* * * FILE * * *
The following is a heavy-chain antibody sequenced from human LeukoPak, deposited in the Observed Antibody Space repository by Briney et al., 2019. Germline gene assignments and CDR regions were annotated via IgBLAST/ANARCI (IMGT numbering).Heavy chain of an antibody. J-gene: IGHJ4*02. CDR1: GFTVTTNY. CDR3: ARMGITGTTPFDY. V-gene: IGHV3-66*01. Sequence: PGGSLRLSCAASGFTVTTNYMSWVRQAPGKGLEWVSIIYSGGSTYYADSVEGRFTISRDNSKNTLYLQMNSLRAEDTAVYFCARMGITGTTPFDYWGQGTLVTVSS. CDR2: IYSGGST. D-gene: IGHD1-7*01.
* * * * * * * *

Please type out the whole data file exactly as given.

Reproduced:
The following is a heavy-chain antibody sequenced from human LeukoPak, deposited in the Observed Antibody Space repository by Briney et al., 2019. Germline gene assignments and CDR regions were annotated via IgBLAST/ANARCI (IMGT numbering).Heavy chain of an antibody. J-gene: IGHJ4*02. CDR1: GFTVTTNY. CDR3: ARMGITGTTPFDY. V-gene: IGHV3-66*01. Sequence: PGGSLRLSCAASGFTVTTNYMSWVRQAPGKGLEWVSIIYSGGSTYYADSVEGRFTISRDNSKNTLYLQMNSLRAEDTAVYFCARMGITGTTPFDYWGQGTLVTVSS. CDR2: IYSGGST. D-gene: IGHD1-7*01.